By Vicki Wrona, PMP:
When it comes to projects, the classic definition of project success is to deliver a project on time, on budget and within scope. However, I’m not sure that definition is adequate. I think it’s time that we revisit the classic definition of success, at least with regard to projects.
If you’re like me, you’ve seen examples of projects which were delivered on time and on budget with the scope that was defined and requested only to find that the end result is never implemented or used. If the software that was developed during an application development project sits on the shelf and never gets used but otherwise satisfies the classic definition of success, we could say that we delivered a successful failure! After all, what good is the product if the end user never uses the technology or the application that we have developed?
Let’s take a look at the Millenium Stadium built in England. This particular stadium was built for a large event and was finished on time and on budget. Everybody hailed the project as a success when the stadium opened. It held that large event and then proceeded to sit empty and unused for a few years. (Note: the stadium is now used.) Is this project a success? For a while, it did not appear to be so.
On the other hand, we may be aware of examples of projects that have been delivered late and/or over budget but are now viewed as successful. One example would be the Sydney Opera House in Sydney, Australia. When the Sydney Opera House was unveiled, the project was seen as an embarrassment and a failure. The project took numerous delays, was way over budget and had some accidents resulting in deaths associated with it. But over time, this “unsuccessful” project has become the symbol of Sydney and a tremendous success. The opera house is impressive, used and loved.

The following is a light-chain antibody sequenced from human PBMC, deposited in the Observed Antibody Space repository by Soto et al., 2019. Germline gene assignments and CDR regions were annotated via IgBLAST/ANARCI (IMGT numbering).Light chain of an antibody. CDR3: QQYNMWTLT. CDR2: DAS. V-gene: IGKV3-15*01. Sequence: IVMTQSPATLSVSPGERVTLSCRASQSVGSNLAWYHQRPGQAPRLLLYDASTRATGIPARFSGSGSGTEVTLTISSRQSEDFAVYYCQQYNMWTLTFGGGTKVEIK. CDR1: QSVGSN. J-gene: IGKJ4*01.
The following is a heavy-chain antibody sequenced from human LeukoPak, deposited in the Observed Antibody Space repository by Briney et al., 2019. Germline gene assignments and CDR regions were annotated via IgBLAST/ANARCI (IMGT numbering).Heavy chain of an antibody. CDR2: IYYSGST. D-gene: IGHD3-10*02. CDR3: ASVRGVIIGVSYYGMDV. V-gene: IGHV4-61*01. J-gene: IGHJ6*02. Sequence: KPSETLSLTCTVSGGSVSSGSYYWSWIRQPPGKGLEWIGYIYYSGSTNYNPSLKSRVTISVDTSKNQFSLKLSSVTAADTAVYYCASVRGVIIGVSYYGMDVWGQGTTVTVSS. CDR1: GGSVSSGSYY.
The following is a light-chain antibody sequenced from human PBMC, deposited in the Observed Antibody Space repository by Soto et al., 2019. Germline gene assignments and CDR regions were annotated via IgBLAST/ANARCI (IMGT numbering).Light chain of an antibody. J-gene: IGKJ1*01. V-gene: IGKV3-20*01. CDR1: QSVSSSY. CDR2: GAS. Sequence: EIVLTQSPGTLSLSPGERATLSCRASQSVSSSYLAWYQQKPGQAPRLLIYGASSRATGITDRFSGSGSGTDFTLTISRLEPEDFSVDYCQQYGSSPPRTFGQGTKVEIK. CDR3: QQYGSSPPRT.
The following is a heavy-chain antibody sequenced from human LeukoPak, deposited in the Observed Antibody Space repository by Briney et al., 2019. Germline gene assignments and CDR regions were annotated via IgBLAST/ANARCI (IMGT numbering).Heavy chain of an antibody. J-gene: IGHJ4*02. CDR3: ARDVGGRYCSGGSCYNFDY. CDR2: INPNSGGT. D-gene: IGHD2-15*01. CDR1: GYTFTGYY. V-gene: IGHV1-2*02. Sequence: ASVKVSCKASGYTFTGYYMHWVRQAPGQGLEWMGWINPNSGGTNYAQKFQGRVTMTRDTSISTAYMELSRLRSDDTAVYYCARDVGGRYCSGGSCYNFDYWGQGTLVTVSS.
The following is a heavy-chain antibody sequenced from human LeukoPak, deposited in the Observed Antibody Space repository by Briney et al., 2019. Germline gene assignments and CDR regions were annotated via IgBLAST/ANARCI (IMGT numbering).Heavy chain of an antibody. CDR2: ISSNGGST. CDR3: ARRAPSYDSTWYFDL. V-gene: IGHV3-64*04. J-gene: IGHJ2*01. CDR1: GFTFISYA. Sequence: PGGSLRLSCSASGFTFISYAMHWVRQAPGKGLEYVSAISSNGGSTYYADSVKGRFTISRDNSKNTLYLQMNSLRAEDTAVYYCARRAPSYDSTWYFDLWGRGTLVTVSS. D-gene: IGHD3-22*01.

Especially with regard to IT, we really need to revisit the definition of success. Delivering on time, on budget and within scope is not good enough. Too often we de-scope a project in order to deliver it “on time” and/or “on budget”, so it doesn’t often deliver all of the requirements that were requested. That is fine if everyone agrees to the change and to having a product with decreased scope, but it happens a lot. Also, we often don’t do a proper job preparing the end-user for this new product or service. Maybe we didn’t build a product that fully satisfied their needs after all. That’s a failure on our part. Maybe we didn’t provide appropriate and proper training. Maybe we didn’t give them time to get used to the new product or process or to get over their fears of a new system. Whatever the reason, it is hard to consider these projects a success if the application we developed is not actually being used correctly or at all.
What do you think? What would you propose to use as a new definition for project success? Let me know.
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